Startlingly, the Indian Council of Medical Research (ICMR) highlights the stark reality: 1 in 28 Indian women stands the chance of developing breast cancer in her lifetime. In rural areas, the odds are 1 in 60, whereas in urban settings, the probability escalates to an alarming 1 in 22.
The complexity of cancer’s emergence is a symphony of genetic predisposition and environmental influences. In this intricate dance, the interplay of factors shapes destinies, unravelling the puzzle of who may be affected.
Considering the prevalence of breast and colorectal cancers in Kashmir, could you shed light on the severity of the issue and the societal challenges that hinder effective addressing of these concerns?
We’ve already discussed the burden of breast cancers. Regarding colorectal cancers (CRC), it is the third most diagnosed cancer in men and second most common cancer in women (GLOBOCAN 2020) worldwide.
In a study at SKIMS (2014-2016), CRC was most common in age group of 56-65 (25%) and around 20% less than 35 years of age and 50% Stage III. But the good news is, 90% of colorectal cancers are preventable!
What motivated you to extend your influence beyond the operating room through initiatives like Bluethon and Pinkayakithon? How do these events contribute to building a better-informed and compassionate society?
The idea was/is to work on bringing down the numbers and work on early detection because currently 60% of our patients come in advanced stages where the survival drops down dramatically.
But since it’s very difficult to get people to gather and sit for an hour listening about cancers, so I thought of making it infotaining and mixed entertainment with information.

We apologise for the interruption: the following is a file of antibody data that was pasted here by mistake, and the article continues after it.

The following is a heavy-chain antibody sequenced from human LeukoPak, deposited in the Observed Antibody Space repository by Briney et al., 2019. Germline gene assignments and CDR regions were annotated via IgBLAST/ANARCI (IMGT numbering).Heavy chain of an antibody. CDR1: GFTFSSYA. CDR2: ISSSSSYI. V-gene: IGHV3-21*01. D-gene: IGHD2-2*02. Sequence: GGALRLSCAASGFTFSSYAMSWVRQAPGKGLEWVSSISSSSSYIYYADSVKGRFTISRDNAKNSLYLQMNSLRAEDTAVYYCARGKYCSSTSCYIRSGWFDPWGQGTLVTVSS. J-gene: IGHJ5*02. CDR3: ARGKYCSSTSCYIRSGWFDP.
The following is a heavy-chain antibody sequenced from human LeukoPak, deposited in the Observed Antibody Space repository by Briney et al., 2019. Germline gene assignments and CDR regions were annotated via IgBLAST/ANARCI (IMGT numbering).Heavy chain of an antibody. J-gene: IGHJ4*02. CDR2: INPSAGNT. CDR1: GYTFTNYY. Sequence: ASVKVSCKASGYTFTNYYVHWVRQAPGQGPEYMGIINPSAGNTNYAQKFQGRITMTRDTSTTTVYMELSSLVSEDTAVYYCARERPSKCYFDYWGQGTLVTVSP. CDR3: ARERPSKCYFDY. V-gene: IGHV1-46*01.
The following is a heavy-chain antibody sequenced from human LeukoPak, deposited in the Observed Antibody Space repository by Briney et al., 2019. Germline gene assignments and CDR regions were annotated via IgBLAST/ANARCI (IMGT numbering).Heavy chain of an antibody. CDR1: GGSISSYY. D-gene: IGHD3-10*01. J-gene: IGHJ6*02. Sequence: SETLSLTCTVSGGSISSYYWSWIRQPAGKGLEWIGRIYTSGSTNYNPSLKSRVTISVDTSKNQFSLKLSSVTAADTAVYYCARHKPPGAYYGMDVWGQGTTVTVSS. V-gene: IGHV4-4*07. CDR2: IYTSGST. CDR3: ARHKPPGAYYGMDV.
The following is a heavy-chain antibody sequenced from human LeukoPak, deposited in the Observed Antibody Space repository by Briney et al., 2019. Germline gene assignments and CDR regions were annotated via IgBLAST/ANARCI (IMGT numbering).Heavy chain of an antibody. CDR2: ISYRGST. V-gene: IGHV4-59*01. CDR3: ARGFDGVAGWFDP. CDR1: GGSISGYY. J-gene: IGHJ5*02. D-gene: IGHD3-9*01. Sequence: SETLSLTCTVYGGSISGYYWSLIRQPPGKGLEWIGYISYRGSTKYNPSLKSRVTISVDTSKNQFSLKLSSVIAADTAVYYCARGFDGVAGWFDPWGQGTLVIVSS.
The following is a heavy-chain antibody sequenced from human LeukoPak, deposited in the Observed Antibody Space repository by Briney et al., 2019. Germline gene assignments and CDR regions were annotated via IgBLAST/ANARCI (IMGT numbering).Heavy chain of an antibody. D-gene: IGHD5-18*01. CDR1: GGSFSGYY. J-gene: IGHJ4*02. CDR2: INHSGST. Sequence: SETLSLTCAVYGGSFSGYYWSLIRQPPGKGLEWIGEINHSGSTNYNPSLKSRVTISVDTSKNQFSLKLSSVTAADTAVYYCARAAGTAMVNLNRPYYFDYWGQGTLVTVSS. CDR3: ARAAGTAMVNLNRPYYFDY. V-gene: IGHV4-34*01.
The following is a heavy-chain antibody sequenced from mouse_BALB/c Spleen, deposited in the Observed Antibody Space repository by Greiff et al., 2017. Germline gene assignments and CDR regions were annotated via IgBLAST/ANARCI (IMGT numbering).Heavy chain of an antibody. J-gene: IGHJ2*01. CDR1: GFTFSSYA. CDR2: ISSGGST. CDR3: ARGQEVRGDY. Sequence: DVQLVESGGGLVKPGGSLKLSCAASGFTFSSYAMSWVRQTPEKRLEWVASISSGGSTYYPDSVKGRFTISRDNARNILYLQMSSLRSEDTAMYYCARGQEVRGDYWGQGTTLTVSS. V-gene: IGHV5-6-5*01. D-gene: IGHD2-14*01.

The population group for teaching lifestyle modifications has to be younger than the one that is eligible for screenings because the lifestyle changes have to be brought at earlier age if we want to reduce the incidence. So my target group is teens and twenties.
I collaborate with sportsmen and senior students in schools, higher secondary students, colleges and universities. I usually begin with a competitive kayak, boat, canoe or rowing race followed by my cancer awareness talk and then conclude with an awareness walkathon with placards and raising slogans about cancer awareness.
Since my domains of specialization are breast cancers and colo-rectal cancers, I started Bluethon for Colorectal Cancers in March (March is celebrated as Colorectal Cancer awareness month, and blue ribbon is for CRC awareness) and Pinkayakithon for Breast cancer awareness in October (October is worldwide celebrated as Breast cancer awareness month and pink ribbon stands for Breast cancer awareness).
We did not have any such events here for stimulating the masses about importance of awareness, screenings and early detection so I took the initiative to create some positive difference. These events take a lot of time in arranging things, venue and getting participants and sponsors and need support to be sustained in the long run.
There are times when I do not get as many sponsors as needed or sometimes people back out. So in addition to managing the other requirements for conducting such events I end up shelling out a large amount to meet the expenses required for them. I really hope and pray that people, institutions, organizations and government comes forward and supports such initiatives and helps me to spread the word and fight this disease.
Looking ahead, what lasting changes do you hope to initiate in Kashmir’s approach to cancer prevention and treatment, and how do you envision these changes benefiting the community?
I want to create awareness in every nook and corner of our region by persistent outreach programs for awareness and screening, by involving our youth in such activities and stimulating their creativity to create a long lasting impact in Preventive Oncology.
I want to create a centre that is blend of all High tech-gadgetry, technology and techniques for diagnostics as well as therapeutics in my domain under one roof as comprehensive cancer care and at the same time it should have continuum of care, accountability, and take care of holistic approach towards management of patients including their diet, physiotherapy as well as emotional and mental wellbeing.